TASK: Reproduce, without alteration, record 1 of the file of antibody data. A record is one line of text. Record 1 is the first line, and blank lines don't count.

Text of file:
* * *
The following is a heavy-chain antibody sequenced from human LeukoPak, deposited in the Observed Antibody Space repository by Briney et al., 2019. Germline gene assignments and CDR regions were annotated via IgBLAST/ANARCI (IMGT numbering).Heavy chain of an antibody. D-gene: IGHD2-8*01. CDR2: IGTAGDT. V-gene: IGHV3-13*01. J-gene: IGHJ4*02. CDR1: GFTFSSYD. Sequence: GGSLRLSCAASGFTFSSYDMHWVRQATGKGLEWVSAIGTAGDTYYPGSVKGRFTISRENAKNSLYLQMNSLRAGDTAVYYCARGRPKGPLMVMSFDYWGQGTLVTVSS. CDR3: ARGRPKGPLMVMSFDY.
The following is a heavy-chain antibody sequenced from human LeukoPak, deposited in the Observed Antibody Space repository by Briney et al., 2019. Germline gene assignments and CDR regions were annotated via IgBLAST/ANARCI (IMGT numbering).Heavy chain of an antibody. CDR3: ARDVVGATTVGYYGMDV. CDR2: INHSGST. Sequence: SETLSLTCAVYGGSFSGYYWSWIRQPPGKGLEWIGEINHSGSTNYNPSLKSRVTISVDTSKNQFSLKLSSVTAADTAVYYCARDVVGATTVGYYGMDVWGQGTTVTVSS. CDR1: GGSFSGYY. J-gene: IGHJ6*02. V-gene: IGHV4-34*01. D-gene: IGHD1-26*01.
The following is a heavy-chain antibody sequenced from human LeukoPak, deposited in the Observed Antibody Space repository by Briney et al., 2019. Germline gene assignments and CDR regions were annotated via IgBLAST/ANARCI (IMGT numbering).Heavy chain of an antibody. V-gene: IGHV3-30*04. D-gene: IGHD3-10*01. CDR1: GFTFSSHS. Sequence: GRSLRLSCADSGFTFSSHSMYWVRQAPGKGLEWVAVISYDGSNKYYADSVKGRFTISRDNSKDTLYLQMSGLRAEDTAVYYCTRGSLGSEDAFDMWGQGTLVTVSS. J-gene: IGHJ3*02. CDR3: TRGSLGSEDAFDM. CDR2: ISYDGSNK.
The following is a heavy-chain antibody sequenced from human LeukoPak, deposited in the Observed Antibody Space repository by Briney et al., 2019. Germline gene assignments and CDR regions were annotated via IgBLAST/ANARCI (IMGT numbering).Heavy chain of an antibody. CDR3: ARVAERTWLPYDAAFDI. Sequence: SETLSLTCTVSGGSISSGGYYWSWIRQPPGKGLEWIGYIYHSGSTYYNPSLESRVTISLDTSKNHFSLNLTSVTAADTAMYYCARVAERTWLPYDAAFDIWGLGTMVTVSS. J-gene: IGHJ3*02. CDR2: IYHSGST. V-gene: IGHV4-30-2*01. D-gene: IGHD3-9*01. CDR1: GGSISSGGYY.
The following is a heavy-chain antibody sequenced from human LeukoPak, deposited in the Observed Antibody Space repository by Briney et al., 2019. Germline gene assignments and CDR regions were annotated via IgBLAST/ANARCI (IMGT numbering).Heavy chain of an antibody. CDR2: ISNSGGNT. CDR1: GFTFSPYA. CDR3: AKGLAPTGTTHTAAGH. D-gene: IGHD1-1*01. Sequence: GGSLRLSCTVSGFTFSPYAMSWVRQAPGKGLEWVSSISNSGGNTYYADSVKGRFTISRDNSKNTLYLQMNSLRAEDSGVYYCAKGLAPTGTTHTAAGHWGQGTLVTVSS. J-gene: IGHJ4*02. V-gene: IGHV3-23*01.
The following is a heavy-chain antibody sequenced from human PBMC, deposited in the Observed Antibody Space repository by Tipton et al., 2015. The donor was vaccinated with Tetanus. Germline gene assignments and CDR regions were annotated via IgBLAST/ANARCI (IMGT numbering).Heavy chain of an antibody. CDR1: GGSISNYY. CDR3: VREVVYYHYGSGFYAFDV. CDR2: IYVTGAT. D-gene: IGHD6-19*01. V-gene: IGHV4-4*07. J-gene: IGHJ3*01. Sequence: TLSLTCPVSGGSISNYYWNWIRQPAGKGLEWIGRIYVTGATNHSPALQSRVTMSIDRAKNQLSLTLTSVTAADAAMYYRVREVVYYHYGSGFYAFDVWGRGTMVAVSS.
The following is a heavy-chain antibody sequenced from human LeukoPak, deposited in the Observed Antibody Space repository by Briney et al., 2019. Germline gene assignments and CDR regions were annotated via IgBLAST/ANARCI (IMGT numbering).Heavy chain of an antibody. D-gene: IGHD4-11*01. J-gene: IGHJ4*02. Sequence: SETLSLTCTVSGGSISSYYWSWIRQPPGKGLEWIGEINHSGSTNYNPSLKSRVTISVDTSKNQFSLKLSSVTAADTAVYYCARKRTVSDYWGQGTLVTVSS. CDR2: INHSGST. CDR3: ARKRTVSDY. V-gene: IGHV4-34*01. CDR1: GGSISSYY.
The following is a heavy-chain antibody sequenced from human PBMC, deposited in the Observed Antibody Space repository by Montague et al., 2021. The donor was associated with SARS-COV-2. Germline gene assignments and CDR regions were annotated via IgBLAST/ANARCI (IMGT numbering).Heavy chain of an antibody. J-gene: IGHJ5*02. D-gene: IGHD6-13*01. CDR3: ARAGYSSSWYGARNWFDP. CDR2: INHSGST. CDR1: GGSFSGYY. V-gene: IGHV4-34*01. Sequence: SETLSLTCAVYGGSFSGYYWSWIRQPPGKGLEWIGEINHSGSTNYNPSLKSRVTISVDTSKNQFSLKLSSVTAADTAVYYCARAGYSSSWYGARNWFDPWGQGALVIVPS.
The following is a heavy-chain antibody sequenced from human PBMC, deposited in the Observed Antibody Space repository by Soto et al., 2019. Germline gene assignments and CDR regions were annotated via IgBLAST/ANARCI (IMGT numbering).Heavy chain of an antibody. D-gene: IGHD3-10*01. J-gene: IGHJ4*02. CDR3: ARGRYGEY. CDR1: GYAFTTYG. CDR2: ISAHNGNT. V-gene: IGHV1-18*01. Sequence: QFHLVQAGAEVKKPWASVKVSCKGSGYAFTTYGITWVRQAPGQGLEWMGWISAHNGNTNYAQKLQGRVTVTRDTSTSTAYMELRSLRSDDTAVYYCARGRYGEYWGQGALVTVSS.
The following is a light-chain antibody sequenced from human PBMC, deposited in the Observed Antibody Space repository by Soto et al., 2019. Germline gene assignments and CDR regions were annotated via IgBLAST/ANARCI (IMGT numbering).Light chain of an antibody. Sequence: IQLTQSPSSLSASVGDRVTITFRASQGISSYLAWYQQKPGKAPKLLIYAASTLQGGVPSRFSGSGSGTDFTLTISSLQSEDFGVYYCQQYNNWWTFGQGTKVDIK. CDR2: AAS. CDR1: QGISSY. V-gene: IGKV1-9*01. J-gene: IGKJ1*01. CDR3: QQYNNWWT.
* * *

The following is a heavy-chain antibody sequenced from human LeukoPak, deposited in the Observed Antibody Space repository by Briney et al., 2019. Germline gene assignments and CDR regions were annotated via IgBLAST/ANARCI (IMGT numbering).Heavy chain of an antibody. D-gene: IGHD2-8*01. CDR2: IGTAGDT. V-gene: IGHV3-13*01. J-gene: IGHJ4*02. CDR1: GFTFSSYD. Sequence: GGSLRLSCAASGFTFSSYDMHWVRQATGKGLEWVSAIGTAGDTYYPGSVKGRFTISRENAKNSLYLQMNSLRAGDTAVYYCARGRPKGPLMVMSFDYWGQGTLVTVSS. CDR3: ARGRPKGPLMVMSFDY.